Monday, September 2, 2019

Poor Man's Wisdom

Ecclesiastes tells us that a poor man's wisdom is despised, no matter how much good he does with it. From the studies that I have done in the Hebrew language in other Old Testament Scripture, I know that the Hebrew word so often translated "despised" by English translators is something more similar to"thought lightly of." 

In other words, not much is thought of the poor man's wisdom, no matter how much good he does with it. 

And isn't that strange? We tell ourselves that we're a people who seek good wherever we can find it, that we want to know the secrets to living a good life wherever we can expose them. And here, we have a man who is potentially doing an incredible amount of good, who knows the "secret" to blessing, who overflows with wisdom in such a way that it's manifest in all the good that he does through it...and we don't care. Not only do we not care, but it seems no one has ever cared, ever. 

For no other reason than that the wise man is also a poor man. 

It's not what we think wisdom should be. We think if you're wise, you ought also to be wealthy. You ought also to have a vast array of worldly resources to work with. After all, wouldn't you put that wisdom to work for you? Wouldn't you take everything you know about living in the world and make it pay off for your own worth and value? Wouldn't you have everything you wanted first before you share what you know with others?

If you have the winning lottery numbers, you don't just share them with everyone. No, you buy yourself a ticket and hold it close to the chest. Right? 

So it doesn't matter how wise you appear to be, if you're not also wealthy. Because your inability or unwillingness to use your wisdom for your own financial gain proves your foolishness. If your wisdom truly worked, no matter how much good it does, it would return its investment for you. If it hasn't, we just assume it's all smoke and mirrors.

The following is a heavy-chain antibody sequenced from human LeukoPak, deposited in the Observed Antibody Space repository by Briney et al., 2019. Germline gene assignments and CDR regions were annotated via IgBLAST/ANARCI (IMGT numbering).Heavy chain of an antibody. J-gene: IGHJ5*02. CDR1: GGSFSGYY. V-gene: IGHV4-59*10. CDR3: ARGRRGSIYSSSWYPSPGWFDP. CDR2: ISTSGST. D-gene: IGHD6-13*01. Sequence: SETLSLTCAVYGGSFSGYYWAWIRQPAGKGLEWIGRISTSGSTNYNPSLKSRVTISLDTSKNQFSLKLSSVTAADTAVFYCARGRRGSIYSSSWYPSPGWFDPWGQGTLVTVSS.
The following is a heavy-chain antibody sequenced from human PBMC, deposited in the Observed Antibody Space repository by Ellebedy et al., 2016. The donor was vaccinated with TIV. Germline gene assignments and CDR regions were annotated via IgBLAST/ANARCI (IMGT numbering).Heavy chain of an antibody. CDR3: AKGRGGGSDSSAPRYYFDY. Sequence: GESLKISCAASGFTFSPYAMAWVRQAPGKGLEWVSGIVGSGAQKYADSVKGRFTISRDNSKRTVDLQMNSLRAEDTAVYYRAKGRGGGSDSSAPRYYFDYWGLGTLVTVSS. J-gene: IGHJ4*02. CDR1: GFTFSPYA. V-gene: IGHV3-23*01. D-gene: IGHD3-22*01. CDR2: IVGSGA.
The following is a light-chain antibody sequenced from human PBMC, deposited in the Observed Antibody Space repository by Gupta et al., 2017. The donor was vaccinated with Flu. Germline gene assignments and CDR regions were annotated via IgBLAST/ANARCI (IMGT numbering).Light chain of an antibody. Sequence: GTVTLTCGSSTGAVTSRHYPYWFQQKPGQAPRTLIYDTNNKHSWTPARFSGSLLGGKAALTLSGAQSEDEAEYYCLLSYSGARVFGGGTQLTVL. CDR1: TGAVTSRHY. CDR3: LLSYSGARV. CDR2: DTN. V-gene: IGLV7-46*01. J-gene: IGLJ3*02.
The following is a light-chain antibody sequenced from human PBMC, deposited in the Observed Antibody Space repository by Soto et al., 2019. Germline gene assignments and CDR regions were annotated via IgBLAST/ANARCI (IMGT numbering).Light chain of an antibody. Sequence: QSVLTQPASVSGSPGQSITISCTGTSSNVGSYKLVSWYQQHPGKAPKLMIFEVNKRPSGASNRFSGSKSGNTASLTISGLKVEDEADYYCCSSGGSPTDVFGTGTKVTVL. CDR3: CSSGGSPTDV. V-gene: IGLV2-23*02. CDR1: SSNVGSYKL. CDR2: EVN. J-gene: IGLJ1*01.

But here are a couple of little truths that we have to keep in mind. First, wisdom does not necessarily mean wealth. In fact, the wiser someone seems to be, the less he often cares about things like wealth. It's true. Those who have learned to live most wisely in the world and who do so much good in their communities don't even think about things like wealth. They think about others more often than they think about themselves, and they're happier for it than any financial gain could ever bring them. Even this is wise. 

Second, we have to remember how often poverty is praised in Scripture. Even think simply of the poor widow in the Gospels. The two mites she threw into the collection box were worth more than the thousands of dollars given by the wealthy. And why? Because she alone knew the true value of what she was giving. Wisdom. 

We live in a world that's reluctant to listen to anyone but the wealthy. We think lightly of the poor, no matter how much they seem to be getting right. No matter how much good they are doing in their communities. No matter how much they have to give. And apparently, we've always lived in this world. The Bible is talking about this same mindset all the way back in Ecclesiastes. 

But what if we didn't think lightly of the poor? What if we treasured the poor as much as Jesus did? What if we listened to their wisdom, which might tell us more than merely how to live well in the world? It might also tell us that wealth...isn't the measure. 

It never has been, even if we have always thought it was. 

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